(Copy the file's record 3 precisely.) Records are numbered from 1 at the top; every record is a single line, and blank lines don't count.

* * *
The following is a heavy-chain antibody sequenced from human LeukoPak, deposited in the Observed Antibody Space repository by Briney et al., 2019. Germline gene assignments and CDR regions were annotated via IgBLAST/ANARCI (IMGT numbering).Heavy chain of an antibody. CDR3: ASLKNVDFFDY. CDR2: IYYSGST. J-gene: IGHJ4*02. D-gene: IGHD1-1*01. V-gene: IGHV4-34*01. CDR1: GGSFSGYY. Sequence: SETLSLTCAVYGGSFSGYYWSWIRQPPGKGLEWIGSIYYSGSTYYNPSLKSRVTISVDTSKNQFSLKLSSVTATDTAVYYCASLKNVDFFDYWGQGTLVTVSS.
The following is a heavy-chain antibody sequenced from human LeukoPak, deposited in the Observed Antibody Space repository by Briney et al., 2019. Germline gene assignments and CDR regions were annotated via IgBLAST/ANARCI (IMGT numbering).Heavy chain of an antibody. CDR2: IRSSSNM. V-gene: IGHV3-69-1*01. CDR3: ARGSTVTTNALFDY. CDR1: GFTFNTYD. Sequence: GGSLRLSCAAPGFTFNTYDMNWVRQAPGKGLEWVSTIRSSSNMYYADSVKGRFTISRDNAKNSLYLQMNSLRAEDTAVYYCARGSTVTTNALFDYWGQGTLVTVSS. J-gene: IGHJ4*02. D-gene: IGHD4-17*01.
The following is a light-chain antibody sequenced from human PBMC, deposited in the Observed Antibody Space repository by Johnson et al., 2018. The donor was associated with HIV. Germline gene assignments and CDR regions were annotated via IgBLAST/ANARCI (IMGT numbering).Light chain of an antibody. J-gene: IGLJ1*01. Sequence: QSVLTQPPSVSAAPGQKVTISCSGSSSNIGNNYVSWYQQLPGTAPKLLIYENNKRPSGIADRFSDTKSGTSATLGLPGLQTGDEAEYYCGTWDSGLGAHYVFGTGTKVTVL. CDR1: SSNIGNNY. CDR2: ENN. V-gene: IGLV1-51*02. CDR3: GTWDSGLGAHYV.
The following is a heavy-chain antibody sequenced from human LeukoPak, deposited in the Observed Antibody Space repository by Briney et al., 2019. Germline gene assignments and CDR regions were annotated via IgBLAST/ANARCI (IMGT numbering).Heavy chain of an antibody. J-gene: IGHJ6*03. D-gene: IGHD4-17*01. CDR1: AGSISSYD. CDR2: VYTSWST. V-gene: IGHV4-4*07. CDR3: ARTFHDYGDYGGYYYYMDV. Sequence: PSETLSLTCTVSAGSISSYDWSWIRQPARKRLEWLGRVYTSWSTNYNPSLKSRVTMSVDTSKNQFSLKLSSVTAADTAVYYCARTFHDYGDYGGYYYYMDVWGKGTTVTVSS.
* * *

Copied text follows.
The following is a light-chain antibody sequenced from human PBMC, deposited in the Observed Antibody Space repository by Johnson et al., 2018. The donor was associated with HIV. Germline gene assignments and CDR regions were annotated via IgBLAST/ANARCI (IMGT numbering).Light chain of an antibody. J-gene: IGLJ1*01. Sequence: QSVLTQPPSVSAAPGQKVTISCSGSSSNIGNNYVSWYQQLPGTAPKLLIYENNKRPSGIADRFSDTKSGTSATLGLPGLQTGDEAEYYCGTWDSGLGAHYVFGTGTKVTVL. CDR1: SSNIGNNY. CDR2: ENN. V-gene: IGLV1-51*02. CDR3: GTWDSGLGAHYV.